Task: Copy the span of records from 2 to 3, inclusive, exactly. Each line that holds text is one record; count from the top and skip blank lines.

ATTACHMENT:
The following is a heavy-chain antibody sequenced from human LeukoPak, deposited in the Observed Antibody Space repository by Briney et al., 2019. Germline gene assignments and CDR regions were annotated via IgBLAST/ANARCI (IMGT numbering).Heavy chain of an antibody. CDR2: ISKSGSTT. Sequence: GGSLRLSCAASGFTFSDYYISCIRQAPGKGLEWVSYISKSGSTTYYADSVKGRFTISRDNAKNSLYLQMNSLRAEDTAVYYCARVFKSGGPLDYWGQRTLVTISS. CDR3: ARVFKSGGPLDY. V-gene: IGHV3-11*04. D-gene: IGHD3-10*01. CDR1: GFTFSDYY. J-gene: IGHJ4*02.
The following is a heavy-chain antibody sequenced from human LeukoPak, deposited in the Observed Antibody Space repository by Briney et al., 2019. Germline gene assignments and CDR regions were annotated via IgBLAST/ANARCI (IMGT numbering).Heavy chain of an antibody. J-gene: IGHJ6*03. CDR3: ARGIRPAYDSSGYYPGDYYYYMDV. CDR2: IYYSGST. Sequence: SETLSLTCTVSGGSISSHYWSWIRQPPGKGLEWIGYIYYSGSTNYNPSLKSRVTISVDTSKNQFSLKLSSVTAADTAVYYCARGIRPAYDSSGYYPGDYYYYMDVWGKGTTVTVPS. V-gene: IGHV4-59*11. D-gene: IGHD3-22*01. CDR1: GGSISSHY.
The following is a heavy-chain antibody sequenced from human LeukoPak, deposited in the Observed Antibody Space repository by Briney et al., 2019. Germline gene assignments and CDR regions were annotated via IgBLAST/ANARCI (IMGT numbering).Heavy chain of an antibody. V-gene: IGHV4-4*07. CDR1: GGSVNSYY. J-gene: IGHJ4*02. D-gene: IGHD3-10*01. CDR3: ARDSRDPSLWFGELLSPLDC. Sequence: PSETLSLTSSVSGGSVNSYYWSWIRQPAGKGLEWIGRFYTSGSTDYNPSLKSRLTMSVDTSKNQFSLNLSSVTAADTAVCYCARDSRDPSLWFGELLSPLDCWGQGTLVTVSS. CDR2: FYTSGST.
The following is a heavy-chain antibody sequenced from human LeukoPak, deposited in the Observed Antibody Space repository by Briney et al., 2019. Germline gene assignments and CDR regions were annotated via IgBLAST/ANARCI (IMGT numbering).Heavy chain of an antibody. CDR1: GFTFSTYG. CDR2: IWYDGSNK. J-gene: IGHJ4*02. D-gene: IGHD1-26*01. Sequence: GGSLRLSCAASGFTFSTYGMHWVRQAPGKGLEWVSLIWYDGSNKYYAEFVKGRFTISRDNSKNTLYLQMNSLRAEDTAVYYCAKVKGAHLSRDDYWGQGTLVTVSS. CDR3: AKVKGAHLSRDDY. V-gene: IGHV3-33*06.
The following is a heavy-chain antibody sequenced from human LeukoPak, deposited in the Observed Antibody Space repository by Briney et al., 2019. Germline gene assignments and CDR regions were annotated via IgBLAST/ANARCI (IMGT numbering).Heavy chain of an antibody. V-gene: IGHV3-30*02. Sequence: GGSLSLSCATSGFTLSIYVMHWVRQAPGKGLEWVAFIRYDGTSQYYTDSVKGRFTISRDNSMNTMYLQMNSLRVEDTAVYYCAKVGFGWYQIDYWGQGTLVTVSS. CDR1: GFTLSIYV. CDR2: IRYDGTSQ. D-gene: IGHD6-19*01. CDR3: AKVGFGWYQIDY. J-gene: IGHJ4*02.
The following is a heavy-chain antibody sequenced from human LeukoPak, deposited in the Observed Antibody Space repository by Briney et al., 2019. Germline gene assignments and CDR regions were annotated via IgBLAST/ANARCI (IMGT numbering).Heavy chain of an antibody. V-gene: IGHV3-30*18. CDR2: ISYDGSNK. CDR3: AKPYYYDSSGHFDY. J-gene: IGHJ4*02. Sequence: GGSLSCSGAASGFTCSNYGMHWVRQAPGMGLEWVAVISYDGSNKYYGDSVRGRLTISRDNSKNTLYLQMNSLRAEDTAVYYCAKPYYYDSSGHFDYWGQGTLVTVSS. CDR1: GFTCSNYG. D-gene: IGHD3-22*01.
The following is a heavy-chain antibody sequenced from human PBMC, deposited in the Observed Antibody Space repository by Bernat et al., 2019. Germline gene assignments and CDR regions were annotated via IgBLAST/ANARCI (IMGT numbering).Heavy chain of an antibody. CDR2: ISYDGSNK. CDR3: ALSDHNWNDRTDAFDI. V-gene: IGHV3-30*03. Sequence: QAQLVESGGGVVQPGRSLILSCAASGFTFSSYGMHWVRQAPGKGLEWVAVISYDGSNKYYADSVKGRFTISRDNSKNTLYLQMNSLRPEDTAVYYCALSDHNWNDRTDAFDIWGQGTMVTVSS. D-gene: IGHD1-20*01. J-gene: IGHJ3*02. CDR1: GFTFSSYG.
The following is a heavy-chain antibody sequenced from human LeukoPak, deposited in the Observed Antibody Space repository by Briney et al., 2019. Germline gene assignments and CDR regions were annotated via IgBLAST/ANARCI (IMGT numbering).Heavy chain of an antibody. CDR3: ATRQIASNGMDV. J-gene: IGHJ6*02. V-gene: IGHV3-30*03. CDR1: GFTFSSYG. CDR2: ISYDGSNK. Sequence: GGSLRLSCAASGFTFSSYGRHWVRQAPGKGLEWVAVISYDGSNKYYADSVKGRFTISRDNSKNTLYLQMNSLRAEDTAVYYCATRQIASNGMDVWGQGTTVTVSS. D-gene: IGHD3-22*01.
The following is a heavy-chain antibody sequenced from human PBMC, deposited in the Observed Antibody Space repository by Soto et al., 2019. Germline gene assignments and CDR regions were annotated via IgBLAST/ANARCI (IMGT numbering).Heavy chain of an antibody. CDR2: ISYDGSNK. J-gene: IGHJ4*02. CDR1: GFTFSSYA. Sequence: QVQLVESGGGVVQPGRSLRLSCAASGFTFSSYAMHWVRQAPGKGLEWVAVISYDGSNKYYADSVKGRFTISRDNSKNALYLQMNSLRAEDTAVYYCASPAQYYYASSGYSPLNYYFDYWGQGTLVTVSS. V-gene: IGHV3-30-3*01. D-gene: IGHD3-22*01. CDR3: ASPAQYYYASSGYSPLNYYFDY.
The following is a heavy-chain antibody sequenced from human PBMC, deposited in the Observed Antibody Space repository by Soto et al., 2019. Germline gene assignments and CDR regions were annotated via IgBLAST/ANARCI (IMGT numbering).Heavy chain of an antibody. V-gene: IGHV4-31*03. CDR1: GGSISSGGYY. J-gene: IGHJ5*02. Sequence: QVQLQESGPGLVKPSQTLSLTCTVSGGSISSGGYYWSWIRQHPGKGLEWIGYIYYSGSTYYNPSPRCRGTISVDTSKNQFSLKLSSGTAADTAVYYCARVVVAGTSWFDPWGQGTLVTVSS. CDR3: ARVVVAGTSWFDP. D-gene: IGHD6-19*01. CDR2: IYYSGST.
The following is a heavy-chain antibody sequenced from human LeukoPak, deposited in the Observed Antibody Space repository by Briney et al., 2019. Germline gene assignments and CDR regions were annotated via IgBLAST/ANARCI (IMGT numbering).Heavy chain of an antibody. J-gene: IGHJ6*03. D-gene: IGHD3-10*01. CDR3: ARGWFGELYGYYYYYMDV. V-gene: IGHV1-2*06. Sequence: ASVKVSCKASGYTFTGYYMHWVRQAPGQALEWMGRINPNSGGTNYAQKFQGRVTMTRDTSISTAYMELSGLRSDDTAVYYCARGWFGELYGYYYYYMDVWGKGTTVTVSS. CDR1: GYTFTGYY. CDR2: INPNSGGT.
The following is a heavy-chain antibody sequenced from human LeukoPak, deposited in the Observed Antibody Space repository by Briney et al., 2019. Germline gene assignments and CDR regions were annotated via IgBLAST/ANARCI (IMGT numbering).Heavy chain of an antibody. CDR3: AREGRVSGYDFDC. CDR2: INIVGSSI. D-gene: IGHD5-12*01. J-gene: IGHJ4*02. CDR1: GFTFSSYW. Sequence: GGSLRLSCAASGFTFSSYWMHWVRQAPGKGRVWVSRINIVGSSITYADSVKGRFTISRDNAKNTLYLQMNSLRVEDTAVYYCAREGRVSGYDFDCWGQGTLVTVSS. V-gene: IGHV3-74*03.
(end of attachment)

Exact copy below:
The following is a heavy-chain antibody sequenced from human LeukoPak, deposited in the Observed Antibody Space repository by Briney et al., 2019. Germline gene assignments and CDR regions were annotated via IgBLAST/ANARCI (IMGT numbering).Heavy chain of an antibody. J-gene: IGHJ6*03. CDR3: ARGIRPAYDSSGYYPGDYYYYMDV. CDR2: IYYSGST. Sequence: SETLSLTCTVSGGSISSHYWSWIRQPPGKGLEWIGYIYYSGSTNYNPSLKSRVTISVDTSKNQFSLKLSSVTAADTAVYYCARGIRPAYDSSGYYPGDYYYYMDVWGKGTTVTVPS. V-gene: IGHV4-59*11. D-gene: IGHD3-22*01. CDR1: GGSISSHY.
The following is a heavy-chain antibody sequenced from human LeukoPak, deposited in the Observed Antibody Space repository by Briney et al., 2019. Germline gene assignments and CDR regions were annotated via IgBLAST/ANARCI (IMGT numbering).Heavy chain of an antibody. V-gene: IGHV4-4*07. CDR1: GGSVNSYY. J-gene: IGHJ4*02. D-gene: IGHD3-10*01. CDR3: ARDSRDPSLWFGELLSPLDC. Sequence: PSETLSLTSSVSGGSVNSYYWSWIRQPAGKGLEWIGRFYTSGSTDYNPSLKSRLTMSVDTSKNQFSLNLSSVTAADTAVCYCARDSRDPSLWFGELLSPLDCWGQGTLVTVSS. CDR2: FYTSGST.